Now I’d like to touch a few nerves. I don’t believe that the Earth is a spaceship.1 I’m asking you to think about what it means to think of the Earth as a spaceship. It does not have valves. It does not have all kinds of radar equipment to guide it. It is not moved by rockets. It hasn’t got any plumbing. We may have plumbing. But it is not ‘a spaceship’. It’s an organic, living thing, to a very great extent, at least on its surface, built of inorganic material. It is in the process of growth and it is in the process of development. It is not ‘a spaceship’.
We’re beginning to develop a language which has nothing whatever in common with ecology. It has a lot to do with electronics. We talk of input. ‘Give me your input. Plug in!’ [laughter] Well, I don’t ‘plug in’, I discuss [applause]. Machines ‘plug in’. Radar is the language that produced it and the military is the language that produced the words ‘plug in’.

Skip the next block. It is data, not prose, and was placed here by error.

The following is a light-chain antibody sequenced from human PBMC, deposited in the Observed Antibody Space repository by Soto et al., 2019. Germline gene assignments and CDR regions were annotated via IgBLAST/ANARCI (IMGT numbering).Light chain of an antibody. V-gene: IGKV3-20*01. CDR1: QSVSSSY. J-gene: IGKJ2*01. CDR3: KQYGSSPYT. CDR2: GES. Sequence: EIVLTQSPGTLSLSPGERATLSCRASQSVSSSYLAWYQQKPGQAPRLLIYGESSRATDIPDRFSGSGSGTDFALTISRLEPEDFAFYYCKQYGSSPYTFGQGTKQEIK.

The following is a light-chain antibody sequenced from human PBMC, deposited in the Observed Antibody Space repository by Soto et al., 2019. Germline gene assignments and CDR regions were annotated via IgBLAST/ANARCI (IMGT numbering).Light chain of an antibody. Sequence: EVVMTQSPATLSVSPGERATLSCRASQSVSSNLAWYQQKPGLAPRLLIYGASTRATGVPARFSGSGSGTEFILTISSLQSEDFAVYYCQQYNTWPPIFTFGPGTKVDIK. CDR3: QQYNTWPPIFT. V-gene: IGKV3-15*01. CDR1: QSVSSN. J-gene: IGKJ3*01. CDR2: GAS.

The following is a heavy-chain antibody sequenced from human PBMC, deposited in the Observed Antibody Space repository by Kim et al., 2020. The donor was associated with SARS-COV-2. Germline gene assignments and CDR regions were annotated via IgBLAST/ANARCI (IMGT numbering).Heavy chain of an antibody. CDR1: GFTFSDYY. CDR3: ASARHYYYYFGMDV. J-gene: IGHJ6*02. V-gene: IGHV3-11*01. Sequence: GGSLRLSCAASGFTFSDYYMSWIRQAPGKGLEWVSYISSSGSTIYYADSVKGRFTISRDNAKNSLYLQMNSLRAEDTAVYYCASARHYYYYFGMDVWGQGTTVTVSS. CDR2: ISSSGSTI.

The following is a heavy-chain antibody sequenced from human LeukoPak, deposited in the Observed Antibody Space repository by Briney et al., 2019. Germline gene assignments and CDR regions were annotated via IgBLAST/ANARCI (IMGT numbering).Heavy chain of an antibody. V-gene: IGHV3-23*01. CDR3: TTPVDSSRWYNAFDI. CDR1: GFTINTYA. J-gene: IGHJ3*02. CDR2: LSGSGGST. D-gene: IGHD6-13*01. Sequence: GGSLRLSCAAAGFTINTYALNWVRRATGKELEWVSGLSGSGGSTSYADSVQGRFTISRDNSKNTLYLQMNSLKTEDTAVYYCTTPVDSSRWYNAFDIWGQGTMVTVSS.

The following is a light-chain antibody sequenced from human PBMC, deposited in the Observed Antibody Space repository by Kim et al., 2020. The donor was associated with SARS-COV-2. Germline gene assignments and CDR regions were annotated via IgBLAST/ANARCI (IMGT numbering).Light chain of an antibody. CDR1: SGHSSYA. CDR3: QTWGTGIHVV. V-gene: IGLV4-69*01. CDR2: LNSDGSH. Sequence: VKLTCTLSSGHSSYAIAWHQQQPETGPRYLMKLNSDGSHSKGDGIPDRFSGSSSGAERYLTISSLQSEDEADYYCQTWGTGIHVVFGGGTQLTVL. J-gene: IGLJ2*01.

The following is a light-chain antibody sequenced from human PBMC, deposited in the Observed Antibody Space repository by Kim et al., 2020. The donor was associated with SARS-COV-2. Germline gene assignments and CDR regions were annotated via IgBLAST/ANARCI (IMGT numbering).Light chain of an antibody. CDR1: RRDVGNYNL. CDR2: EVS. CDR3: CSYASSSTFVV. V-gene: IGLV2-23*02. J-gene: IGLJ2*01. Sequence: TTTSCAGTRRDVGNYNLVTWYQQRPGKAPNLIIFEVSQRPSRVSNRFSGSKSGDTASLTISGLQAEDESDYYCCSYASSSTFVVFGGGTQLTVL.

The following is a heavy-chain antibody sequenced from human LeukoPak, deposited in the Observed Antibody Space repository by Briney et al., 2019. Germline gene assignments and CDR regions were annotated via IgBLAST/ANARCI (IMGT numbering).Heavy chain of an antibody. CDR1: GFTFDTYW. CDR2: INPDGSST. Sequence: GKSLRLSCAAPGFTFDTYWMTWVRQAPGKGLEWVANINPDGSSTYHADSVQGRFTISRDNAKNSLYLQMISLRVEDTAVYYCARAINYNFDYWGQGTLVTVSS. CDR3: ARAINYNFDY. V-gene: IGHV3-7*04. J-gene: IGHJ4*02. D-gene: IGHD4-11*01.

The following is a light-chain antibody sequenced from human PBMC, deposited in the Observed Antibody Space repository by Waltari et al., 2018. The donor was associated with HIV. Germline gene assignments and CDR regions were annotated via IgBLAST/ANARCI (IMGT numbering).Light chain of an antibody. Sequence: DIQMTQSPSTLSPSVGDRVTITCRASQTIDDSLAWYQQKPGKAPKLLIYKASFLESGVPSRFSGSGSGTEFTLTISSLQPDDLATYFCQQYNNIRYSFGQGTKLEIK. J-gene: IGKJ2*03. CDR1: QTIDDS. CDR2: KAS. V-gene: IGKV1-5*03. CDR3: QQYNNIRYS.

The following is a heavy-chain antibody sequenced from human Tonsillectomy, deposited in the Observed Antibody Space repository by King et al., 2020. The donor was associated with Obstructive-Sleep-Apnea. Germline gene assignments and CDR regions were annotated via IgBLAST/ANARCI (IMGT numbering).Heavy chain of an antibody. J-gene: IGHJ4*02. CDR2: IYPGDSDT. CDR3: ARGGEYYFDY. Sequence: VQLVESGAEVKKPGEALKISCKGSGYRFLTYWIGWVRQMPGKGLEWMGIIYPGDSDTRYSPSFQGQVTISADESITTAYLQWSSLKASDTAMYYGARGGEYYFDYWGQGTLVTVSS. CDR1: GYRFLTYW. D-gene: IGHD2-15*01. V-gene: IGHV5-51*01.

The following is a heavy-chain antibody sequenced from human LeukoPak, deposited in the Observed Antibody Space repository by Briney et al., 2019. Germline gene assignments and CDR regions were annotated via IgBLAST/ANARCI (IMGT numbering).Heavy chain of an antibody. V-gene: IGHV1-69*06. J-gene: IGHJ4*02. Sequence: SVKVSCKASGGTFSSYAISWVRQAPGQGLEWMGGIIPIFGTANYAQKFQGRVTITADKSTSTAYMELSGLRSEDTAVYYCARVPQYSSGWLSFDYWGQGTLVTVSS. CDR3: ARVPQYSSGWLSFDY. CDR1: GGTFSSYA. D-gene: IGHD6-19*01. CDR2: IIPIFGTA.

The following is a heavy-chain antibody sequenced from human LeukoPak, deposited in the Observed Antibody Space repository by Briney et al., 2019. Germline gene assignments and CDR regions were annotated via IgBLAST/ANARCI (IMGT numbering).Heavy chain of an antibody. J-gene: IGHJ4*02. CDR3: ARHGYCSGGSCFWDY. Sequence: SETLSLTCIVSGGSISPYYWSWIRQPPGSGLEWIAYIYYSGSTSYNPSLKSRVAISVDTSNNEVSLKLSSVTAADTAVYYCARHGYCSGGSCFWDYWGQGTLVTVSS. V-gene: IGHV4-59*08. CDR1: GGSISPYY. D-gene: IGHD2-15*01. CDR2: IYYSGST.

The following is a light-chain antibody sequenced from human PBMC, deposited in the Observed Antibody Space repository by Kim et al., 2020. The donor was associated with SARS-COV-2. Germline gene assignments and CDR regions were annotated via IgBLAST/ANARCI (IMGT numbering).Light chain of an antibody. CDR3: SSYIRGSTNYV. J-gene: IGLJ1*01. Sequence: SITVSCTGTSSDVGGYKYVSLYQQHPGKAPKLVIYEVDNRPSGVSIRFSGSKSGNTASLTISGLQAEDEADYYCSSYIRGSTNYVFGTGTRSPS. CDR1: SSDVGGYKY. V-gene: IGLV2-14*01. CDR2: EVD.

‘Give me your input’. That is not what I want. I don’t want your output, I want you. I want to hear your words. I want to hear your language. I’m not engaged in ‘feedback’ with you [laughter], I’m engaged in a dialogue, a discussion. It isn’t your ‘feedback’ I want, I want your opinion. I want to know what you think. I don’t want to have a circuit plugged into me where I can get your ‘feedback’ and you can get my ‘input’. [laughter]
Please, I’m making a plea here, and if you think I’m talking about language, I think you would be wrong. I’m not talking about language, I’m talking about sensibility. A plant does not have ‘input’ or ‘output’. It does something for which electronics has absolutely no language—it grows! It grows! [applause]. And let me tell you another thing, it not only grows, it does more than change; it develops. We have a big problem with all these words which reflect a way in which we think, and that’s what bothers me.